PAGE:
On happy endings

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As a child, I had two favourite kinds of books: those that were funny and those that were sad but had happy endings. My favourite author until I was well into my teens was Jacqueline Wilson, who definitely fell into the second of these categories and I loved her for the gritty reality in which her characters lived. I remember progressing quite suddenly from Pippi Longstocking and Paddington Bear onto The Suitcase Kid and being under the distinct impression that I’d moved onto something that in a wonderful way was only semi-fiction.

In many ways the world that she wrote about was so close to real life that the backdrop wasn’t ‘fictional’ to me. I’ve often tried to pin down how she managed this and I’ve come to the conclusion that it’s the way that she portrays her characters’ emotions. In The Suitcase Kid, Andy spoke about her parents’ divorce, about feeling left out from her mum’s new family, about problems at school… Her life certainly improved towards the end of the book, but her parents didn’t magically get back together, and as such, there was no traditional happy ending.

Yesterday, Kevin Brooks was awarded the prestigious Carnegie Medal for The Bunker Diary, his fictional account of a boy who is kidnapped and held hostage in a bunker. He said: “There is a school of thought that no matter how dark or difficult a novel is, it should contain at least an element of hope. As readers, children – and teens in particular – don’t need to be cosseted with artificial hope that there will always be a happy ending. They want to be immersed in all aspects of life, not just the easy stuff.”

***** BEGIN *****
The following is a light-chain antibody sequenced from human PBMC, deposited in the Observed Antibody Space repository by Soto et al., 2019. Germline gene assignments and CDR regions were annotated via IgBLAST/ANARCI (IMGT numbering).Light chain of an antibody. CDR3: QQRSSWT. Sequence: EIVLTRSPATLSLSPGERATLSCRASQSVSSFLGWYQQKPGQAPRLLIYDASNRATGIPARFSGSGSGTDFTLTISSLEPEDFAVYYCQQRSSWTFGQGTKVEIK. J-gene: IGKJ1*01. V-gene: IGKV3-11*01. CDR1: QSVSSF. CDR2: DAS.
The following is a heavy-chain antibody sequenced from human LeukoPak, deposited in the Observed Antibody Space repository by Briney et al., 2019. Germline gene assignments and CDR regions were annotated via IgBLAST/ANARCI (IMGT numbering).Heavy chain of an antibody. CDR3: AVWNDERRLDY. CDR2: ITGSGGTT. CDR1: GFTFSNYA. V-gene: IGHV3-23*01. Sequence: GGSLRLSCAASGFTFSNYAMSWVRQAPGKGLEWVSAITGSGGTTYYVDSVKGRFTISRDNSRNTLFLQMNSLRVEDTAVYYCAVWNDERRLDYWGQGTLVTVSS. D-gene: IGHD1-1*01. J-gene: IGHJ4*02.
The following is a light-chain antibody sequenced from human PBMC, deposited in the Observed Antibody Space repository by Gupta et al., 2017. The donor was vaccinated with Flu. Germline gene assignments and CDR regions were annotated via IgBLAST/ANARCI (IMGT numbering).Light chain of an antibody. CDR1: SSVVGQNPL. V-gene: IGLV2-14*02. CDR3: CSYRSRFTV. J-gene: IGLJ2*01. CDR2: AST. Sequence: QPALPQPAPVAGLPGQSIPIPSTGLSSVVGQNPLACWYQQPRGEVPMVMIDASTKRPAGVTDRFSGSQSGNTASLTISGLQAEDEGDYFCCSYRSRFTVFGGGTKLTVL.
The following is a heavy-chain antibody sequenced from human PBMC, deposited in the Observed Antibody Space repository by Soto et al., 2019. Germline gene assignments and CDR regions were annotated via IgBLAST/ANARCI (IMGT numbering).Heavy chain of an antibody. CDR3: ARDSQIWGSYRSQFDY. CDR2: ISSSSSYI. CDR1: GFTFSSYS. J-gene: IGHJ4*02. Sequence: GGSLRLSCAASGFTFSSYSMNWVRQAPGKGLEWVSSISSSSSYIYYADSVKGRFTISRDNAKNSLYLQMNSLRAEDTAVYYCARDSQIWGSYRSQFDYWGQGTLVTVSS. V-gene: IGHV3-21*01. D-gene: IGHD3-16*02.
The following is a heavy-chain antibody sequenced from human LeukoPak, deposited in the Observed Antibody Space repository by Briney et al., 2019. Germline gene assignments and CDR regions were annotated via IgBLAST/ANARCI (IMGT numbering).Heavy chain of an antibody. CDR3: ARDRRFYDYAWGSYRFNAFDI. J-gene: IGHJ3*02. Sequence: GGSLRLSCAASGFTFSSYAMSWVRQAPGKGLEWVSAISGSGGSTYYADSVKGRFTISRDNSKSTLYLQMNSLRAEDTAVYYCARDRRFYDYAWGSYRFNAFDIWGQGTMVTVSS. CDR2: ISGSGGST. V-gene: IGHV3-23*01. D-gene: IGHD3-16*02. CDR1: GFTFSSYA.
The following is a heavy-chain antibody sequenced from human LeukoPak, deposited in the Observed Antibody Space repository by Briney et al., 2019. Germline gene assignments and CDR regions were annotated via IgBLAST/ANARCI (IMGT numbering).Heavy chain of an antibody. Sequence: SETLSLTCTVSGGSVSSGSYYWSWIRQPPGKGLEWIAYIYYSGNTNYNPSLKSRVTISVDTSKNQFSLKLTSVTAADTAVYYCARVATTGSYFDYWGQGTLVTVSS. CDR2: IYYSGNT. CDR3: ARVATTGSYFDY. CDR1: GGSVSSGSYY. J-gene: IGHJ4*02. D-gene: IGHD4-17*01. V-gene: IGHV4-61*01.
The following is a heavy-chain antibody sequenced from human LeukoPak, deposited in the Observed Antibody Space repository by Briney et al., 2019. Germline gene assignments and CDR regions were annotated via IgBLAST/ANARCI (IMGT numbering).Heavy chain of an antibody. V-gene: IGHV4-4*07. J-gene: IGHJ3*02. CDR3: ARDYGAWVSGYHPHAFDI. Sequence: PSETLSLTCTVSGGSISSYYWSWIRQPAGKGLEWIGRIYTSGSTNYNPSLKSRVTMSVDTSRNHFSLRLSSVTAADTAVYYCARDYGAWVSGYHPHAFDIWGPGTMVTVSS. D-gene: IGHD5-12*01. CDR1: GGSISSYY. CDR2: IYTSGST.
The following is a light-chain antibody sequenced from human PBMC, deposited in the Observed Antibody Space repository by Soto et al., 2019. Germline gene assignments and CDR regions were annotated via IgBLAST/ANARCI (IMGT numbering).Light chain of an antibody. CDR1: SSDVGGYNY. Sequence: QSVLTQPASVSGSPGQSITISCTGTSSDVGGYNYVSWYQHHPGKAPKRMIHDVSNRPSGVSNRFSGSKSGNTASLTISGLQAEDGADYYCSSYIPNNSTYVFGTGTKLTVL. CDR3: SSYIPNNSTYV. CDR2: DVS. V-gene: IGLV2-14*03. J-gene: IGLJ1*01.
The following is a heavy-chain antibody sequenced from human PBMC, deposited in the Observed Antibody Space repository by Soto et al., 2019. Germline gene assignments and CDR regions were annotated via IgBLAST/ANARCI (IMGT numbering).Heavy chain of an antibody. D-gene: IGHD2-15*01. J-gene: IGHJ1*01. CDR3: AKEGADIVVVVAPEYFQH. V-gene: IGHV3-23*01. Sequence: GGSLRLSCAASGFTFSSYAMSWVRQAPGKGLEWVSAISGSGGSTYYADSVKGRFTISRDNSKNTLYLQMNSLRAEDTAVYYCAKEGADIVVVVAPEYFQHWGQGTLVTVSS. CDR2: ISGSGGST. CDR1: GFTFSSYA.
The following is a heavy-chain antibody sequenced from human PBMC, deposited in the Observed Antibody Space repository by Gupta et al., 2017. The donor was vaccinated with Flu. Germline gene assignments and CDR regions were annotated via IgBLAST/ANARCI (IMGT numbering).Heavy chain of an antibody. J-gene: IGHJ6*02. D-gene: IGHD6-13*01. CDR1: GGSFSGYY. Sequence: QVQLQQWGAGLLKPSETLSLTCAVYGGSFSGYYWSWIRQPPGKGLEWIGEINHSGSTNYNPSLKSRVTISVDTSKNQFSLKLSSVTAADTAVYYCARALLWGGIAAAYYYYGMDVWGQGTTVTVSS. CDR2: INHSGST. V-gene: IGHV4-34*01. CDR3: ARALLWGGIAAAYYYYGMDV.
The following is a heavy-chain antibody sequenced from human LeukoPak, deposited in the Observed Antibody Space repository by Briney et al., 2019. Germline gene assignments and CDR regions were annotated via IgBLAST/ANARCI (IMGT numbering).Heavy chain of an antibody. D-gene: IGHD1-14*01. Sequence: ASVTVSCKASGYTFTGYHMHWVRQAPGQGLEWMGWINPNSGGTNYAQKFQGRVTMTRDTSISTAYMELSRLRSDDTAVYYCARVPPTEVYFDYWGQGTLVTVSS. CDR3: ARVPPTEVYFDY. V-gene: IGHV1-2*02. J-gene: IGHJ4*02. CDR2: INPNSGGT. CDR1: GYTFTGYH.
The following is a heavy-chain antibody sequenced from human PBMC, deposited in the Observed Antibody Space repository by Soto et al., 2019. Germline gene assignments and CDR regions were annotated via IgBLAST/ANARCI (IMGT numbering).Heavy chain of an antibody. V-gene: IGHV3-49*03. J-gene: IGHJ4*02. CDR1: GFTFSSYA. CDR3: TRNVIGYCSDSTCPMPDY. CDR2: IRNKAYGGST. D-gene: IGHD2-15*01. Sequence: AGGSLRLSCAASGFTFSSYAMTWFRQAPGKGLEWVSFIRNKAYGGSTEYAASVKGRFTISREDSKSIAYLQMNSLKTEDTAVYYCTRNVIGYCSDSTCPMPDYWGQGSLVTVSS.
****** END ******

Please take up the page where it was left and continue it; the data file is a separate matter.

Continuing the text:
But what is most interesting is that Brooks also said that he felt he could have got his book published much earlier (It took ten years from when he first started) if he had changed the ending. The only reason why he didn’t was because he felt that it would have been dishonest. Jacqueline Wilson has frequently spoken about her initial difficulties in getting published back in the 1980s due to the difficult subject matter that she handled and the fact that her books didn’t have happy endings. In the three decades that have passed have things changed in this regard? What are your thoughts?

My favourite books without a happy ending:
– Malorie Blackman Noughts and Crosses
– Patrick Ness A Monster Calls
– John Boyne The Boy in the Striped Pyjamas
– Jacqueline Wilson The Illustrated Mum
– John Green The Fault in our Stars

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